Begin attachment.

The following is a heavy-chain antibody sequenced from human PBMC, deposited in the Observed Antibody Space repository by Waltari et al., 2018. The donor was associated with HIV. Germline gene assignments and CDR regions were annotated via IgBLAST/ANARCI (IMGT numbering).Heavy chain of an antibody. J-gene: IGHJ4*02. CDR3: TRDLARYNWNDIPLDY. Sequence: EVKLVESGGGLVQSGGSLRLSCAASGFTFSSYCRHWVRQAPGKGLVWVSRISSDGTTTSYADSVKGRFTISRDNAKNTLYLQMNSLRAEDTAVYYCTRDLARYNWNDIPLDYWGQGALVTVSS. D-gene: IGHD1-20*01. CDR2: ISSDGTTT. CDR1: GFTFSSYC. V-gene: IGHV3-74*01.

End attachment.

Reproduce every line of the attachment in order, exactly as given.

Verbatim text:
The following is a heavy-chain antibody sequenced from human PBMC, deposited in the Observed Antibody Space repository by Waltari et al., 2018. The donor was associated with HIV. Germline gene assignments and CDR regions were annotated via IgBLAST/ANARCI (IMGT numbering).Heavy chain of an antibody. J-gene: IGHJ4*02. CDR3: TRDLARYNWNDIPLDY. Sequence: EVKLVESGGGLVQSGGSLRLSCAASGFTFSSYCRHWVRQAPGKGLVWVSRISSDGTTTSYADSVKGRFTISRDNAKNTLYLQMNSLRAEDTAVYYCTRDLARYNWNDIPLDYWGQGALVTVSS. D-gene: IGHD1-20*01. CDR2: ISSDGTTT. CDR1: GFTFSSYC. V-gene: IGHV3-74*01.